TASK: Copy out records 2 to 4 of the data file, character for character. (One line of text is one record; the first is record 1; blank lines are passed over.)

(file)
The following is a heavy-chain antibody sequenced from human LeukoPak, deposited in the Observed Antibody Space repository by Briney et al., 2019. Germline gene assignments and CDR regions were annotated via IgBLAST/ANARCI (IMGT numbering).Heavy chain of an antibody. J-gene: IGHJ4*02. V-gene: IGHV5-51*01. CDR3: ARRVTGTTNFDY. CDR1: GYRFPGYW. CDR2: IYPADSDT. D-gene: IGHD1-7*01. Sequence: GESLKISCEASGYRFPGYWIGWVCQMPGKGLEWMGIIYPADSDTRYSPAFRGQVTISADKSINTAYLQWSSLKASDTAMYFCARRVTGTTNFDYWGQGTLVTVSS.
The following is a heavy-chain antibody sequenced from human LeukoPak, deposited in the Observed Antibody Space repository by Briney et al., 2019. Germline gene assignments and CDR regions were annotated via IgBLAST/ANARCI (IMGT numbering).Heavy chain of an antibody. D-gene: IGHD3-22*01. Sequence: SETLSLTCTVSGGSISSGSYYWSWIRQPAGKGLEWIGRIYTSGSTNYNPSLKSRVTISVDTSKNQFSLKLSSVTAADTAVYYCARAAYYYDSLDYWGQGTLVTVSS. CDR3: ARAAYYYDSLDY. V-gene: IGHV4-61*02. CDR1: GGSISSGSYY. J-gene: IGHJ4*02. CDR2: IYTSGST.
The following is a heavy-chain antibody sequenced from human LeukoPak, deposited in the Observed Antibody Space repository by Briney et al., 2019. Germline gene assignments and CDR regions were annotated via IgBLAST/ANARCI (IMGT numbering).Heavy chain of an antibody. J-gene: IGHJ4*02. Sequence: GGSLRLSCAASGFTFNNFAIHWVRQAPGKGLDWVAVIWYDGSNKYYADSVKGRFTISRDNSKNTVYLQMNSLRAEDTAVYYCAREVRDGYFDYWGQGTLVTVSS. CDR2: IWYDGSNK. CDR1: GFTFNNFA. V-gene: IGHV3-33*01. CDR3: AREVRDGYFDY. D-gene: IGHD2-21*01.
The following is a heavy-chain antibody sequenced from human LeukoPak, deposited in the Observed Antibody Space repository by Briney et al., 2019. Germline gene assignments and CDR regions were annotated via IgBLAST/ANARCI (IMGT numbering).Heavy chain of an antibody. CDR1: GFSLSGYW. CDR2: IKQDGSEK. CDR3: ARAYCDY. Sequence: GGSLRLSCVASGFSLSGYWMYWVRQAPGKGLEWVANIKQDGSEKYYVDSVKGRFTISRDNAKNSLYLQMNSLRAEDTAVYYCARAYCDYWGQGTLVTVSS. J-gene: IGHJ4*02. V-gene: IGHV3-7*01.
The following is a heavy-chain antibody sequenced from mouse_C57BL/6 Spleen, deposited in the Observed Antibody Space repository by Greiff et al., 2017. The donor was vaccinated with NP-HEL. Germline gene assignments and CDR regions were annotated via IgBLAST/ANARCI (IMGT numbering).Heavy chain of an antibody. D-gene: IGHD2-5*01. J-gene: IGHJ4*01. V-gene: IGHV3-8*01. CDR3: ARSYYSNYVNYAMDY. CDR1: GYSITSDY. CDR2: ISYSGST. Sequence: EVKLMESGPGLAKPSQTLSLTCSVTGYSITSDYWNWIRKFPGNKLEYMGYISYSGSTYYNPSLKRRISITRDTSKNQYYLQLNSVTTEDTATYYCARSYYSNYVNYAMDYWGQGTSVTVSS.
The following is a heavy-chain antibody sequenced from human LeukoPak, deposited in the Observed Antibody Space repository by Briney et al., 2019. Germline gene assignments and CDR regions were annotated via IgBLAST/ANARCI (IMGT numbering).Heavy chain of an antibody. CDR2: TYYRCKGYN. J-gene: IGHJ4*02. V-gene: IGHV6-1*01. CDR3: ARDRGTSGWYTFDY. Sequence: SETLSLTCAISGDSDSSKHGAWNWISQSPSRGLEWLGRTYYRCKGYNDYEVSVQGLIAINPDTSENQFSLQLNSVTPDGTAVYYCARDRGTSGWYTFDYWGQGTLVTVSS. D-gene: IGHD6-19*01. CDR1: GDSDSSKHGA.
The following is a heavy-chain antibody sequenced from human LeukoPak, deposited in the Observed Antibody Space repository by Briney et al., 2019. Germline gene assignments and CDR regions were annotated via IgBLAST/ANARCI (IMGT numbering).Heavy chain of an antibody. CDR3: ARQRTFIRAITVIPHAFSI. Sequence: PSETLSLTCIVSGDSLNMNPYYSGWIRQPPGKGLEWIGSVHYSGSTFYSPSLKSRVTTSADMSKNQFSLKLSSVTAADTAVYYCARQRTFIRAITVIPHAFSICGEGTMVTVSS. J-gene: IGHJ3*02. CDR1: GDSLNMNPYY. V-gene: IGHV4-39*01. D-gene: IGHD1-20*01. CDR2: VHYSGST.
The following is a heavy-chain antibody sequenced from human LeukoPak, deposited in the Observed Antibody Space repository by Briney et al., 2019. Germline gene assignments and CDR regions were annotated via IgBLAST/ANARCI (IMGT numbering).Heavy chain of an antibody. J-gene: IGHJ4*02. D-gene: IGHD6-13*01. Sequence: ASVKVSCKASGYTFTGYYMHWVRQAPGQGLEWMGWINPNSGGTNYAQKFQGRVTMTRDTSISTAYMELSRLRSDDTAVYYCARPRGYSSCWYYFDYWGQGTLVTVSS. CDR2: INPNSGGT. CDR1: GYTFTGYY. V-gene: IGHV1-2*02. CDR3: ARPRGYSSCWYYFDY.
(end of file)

The following is a heavy-chain antibody sequenced from human LeukoPak, deposited in the Observed Antibody Space repository by Briney et al., 2019. Germline gene assignments and CDR regions were annotated via IgBLAST/ANARCI (IMGT numbering).Heavy chain of an antibody. D-gene: IGHD3-22*01. Sequence: SETLSLTCTVSGGSISSGSYYWSWIRQPAGKGLEWIGRIYTSGSTNYNPSLKSRVTISVDTSKNQFSLKLSSVTAADTAVYYCARAAYYYDSLDYWGQGTLVTVSS. CDR3: ARAAYYYDSLDY. V-gene: IGHV4-61*02. CDR1: GGSISSGSYY. J-gene: IGHJ4*02. CDR2: IYTSGST.
The following is a heavy-chain antibody sequenced from human LeukoPak, deposited in the Observed Antibody Space repository by Briney et al., 2019. Germline gene assignments and CDR regions were annotated via IgBLAST/ANARCI (IMGT numbering).Heavy chain of an antibody. J-gene: IGHJ4*02. Sequence: GGSLRLSCAASGFTFNNFAIHWVRQAPGKGLDWVAVIWYDGSNKYYADSVKGRFTISRDNSKNTVYLQMNSLRAEDTAVYYCAREVRDGYFDYWGQGTLVTVSS. CDR2: IWYDGSNK. CDR1: GFTFNNFA. V-gene: IGHV3-33*01. CDR3: AREVRDGYFDY. D-gene: IGHD2-21*01.
The following is a heavy-chain antibody sequenced from human LeukoPak, deposited in the Observed Antibody Space repository by Briney et al., 2019. Germline gene assignments and CDR regions were annotated via IgBLAST/ANARCI (IMGT numbering).Heavy chain of an antibody. CDR1: GFSLSGYW. CDR2: IKQDGSEK. CDR3: ARAYCDY. Sequence: GGSLRLSCVASGFSLSGYWMYWVRQAPGKGLEWVANIKQDGSEKYYVDSVKGRFTISRDNAKNSLYLQMNSLRAEDTAVYYCARAYCDYWGQGTLVTVSS. J-gene: IGHJ4*02. V-gene: IGHV3-7*01.